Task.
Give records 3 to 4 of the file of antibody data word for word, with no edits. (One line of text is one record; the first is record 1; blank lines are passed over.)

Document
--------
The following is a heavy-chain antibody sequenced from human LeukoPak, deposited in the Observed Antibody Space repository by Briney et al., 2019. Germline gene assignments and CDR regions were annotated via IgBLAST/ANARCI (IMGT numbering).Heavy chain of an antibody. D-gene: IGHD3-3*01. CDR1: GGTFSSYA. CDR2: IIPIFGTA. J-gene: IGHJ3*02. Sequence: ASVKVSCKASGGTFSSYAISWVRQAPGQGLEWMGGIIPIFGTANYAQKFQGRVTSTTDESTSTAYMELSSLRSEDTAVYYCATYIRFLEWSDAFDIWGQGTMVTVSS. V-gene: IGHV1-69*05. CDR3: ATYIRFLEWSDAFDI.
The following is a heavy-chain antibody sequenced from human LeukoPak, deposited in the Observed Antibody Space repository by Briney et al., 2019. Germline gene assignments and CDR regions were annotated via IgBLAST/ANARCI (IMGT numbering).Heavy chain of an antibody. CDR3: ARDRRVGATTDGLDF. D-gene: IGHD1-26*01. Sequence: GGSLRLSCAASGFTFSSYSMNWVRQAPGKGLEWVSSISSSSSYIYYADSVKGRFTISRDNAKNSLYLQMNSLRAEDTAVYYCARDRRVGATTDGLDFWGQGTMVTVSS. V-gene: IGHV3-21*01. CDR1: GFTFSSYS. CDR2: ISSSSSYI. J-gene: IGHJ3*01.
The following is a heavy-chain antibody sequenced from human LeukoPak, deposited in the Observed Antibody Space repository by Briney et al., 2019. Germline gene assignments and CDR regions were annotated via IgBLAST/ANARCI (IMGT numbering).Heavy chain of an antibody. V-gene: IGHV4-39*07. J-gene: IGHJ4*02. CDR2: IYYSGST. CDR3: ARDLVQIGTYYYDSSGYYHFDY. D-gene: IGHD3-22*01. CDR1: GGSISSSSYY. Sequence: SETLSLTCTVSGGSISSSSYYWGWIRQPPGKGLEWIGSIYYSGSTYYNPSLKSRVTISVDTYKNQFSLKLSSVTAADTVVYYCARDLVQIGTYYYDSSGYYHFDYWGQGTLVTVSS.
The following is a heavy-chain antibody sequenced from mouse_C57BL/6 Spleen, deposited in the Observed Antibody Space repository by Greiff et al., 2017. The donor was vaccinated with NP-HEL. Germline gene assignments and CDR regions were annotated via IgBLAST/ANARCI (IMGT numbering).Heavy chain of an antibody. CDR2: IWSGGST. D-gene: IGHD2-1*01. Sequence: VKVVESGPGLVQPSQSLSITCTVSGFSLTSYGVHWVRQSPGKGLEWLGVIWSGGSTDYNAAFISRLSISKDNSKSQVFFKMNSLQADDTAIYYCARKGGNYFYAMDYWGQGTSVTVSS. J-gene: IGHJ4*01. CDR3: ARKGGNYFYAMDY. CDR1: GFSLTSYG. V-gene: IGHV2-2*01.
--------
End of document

The following is a heavy-chain antibody sequenced from human LeukoPak, deposited in the Observed Antibody Space repository by Briney et al., 2019. Germline gene assignments and CDR regions were annotated via IgBLAST/ANARCI (IMGT numbering).Heavy chain of an antibody. V-gene: IGHV4-39*07. J-gene: IGHJ4*02. CDR2: IYYSGST. CDR3: ARDLVQIGTYYYDSSGYYHFDY. D-gene: IGHD3-22*01. CDR1: GGSISSSSYY. Sequence: SETLSLTCTVSGGSISSSSYYWGWIRQPPGKGLEWIGSIYYSGSTYYNPSLKSRVTISVDTYKNQFSLKLSSVTAADTVVYYCARDLVQIGTYYYDSSGYYHFDYWGQGTLVTVSS.
The following is a heavy-chain antibody sequenced from mouse_C57BL/6 Spleen, deposited in the Observed Antibody Space repository by Greiff et al., 2017. The donor was vaccinated with NP-HEL. Germline gene assignments and CDR regions were annotated via IgBLAST/ANARCI (IMGT numbering).Heavy chain of an antibody. CDR2: IWSGGST. D-gene: IGHD2-1*01. Sequence: VKVVESGPGLVQPSQSLSITCTVSGFSLTSYGVHWVRQSPGKGLEWLGVIWSGGSTDYNAAFISRLSISKDNSKSQVFFKMNSLQADDTAIYYCARKGGNYFYAMDYWGQGTSVTVSS. J-gene: IGHJ4*01. CDR3: ARKGGNYFYAMDY. CDR1: GFSLTSYG. V-gene: IGHV2-2*01.